Abstract 14340: Premonitory Supraventricular Arrhythmas Triggering Ventricular Arrhythmias in Patients with Hypertrophic Cardiomyopathy and ICDs: Implications for Preventive Therapy
Introduction. Patients with hypertrophic cardiomyopathy (HCM) are at risk for ventricular arrhythmias and sudden cardiac death. However, the initiation and morphology of the ventricular arrhythmias that trigger such events are poorly characterized. ICDs store the intracardiac electrogram of patients and we hypothesize that understanding the mechanisms by which lethal ventricular tachyarrhythmias occur in HCM has potential importance in preventing sudden death and appropriate ICD interventions
Methods. Intracardiac electrograms from 81 patients with ICDs and ventricular arrhythmias were analyzed independently by 3 individuals and differences in interpretation were resolved by consensus. Sustained VF was defined as a ventricular arrhythmia with ventricular rates > 220 beats/min (cycle length < 272 ms) in which intracardiac morphology varied from beat to beat and required an ICD defibrillation to terminate. VT was defined as a monomorphic and regular ventricular tachycardia, and VFL was defined as VT with a cl < 260 ms.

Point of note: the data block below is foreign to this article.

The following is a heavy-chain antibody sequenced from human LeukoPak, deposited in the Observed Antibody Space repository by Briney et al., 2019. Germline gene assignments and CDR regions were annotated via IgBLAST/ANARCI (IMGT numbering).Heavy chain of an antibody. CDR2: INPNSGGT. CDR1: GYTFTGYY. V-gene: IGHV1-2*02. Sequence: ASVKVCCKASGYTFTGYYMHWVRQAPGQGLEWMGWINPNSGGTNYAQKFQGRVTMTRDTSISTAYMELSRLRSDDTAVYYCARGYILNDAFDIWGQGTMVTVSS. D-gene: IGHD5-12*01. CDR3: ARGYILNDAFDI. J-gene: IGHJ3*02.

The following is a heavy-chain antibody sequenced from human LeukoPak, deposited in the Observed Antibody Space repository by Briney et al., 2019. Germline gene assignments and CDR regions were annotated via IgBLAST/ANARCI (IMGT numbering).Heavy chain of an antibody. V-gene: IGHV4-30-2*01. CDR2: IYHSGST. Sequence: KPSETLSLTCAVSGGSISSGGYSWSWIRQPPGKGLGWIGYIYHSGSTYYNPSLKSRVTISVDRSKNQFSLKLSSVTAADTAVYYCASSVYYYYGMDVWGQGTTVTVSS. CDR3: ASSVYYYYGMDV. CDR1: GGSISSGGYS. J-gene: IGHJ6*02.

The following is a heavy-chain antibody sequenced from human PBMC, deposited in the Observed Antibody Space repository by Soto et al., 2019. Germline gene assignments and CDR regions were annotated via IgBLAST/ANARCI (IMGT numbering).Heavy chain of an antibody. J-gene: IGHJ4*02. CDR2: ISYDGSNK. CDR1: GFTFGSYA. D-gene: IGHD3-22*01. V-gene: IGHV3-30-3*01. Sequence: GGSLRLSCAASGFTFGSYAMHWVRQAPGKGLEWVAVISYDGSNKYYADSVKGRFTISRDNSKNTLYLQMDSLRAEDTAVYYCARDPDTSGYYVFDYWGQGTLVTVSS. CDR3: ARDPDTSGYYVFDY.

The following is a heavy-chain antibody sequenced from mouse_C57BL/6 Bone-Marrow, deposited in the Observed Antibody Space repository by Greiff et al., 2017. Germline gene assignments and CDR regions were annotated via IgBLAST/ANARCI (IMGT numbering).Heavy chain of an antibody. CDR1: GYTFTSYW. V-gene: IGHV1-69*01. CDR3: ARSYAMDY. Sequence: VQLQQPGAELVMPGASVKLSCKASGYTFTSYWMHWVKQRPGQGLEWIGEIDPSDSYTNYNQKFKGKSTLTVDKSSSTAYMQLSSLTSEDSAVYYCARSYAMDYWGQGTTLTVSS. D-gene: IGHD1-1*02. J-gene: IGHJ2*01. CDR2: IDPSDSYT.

Results. Of 149 ventricular arrhythmias, monomorphic VT was present in 75 (17 with cl < 260 ms) and VF in 74. Rhythms preceding the ventricular tachyarrhythmias were often sinus tachycardia (49/149; 33%) or less commonly rapid atrial fibrillation (7/149; 5%). In particular, VF and VFL were more likely to have been preceded by sinus tachycardia or rapid atrial fibrillation (30 of the 68 with VF; 44%; 10 of the 14 with VFL 71%, compared to 16 of the 52 with slower VT 30%; p=.02). Pauses of > 1 s in the beats preceding the initiation were more common in VF (9/65) as compared to VT (2/66).
Conclusions. Monomorphic VT is as common in high risk patients with HCM as is VF. Rapid atrial arrhythmias frequently precede the onset of VF and VFL. These rapid sinus and atrial arrhythmias are likely adrenergically mediated and could be blunted by beta-blockade.
- © 2012 by American Heart Association, Inc.